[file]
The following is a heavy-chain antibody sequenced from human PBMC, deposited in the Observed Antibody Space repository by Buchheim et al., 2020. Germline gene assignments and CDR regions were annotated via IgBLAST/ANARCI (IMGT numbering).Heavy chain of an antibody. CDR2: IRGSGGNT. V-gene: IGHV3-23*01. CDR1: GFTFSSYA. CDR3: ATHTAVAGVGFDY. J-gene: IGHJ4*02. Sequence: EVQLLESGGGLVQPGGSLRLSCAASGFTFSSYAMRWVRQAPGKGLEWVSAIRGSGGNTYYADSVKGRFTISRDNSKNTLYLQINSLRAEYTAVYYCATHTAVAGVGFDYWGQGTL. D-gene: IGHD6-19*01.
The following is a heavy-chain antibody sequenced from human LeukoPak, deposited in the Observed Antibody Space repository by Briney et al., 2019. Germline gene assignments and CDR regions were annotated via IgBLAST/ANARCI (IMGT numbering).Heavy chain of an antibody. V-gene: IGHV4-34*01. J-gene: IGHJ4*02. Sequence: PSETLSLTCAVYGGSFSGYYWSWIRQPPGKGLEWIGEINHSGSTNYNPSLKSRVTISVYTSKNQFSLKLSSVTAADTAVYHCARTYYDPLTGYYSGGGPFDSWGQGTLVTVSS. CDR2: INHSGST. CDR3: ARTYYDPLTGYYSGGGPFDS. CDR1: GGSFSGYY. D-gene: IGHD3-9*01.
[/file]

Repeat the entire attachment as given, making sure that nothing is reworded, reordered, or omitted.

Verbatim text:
The following is a heavy-chain antibody sequenced from human PBMC, deposited in the Observed Antibody Space repository by Buchheim et al., 2020. Germline gene assignments and CDR regions were annotated via IgBLAST/ANARCI (IMGT numbering).Heavy chain of an antibody. CDR2: IRGSGGNT. V-gene: IGHV3-23*01. CDR1: GFTFSSYA. CDR3: ATHTAVAGVGFDY. J-gene: IGHJ4*02. Sequence: EVQLLESGGGLVQPGGSLRLSCAASGFTFSSYAMRWVRQAPGKGLEWVSAIRGSGGNTYYADSVKGRFTISRDNSKNTLYLQINSLRAEYTAVYYCATHTAVAGVGFDYWGQGTL. D-gene: IGHD6-19*01.
The following is a heavy-chain antibody sequenced from human LeukoPak, deposited in the Observed Antibody Space repository by Briney et al., 2019. Germline gene assignments and CDR regions were annotated via IgBLAST/ANARCI (IMGT numbering).Heavy chain of an antibody. V-gene: IGHV4-34*01. J-gene: IGHJ4*02. Sequence: PSETLSLTCAVYGGSFSGYYWSWIRQPPGKGLEWIGEINHSGSTNYNPSLKSRVTISVYTSKNQFSLKLSSVTAADTAVYHCARTYYDPLTGYYSGGGPFDSWGQGTLVTVSS. CDR2: INHSGST. CDR3: ARTYYDPLTGYYSGGGPFDS. CDR1: GGSFSGYY. D-gene: IGHD3-9*01.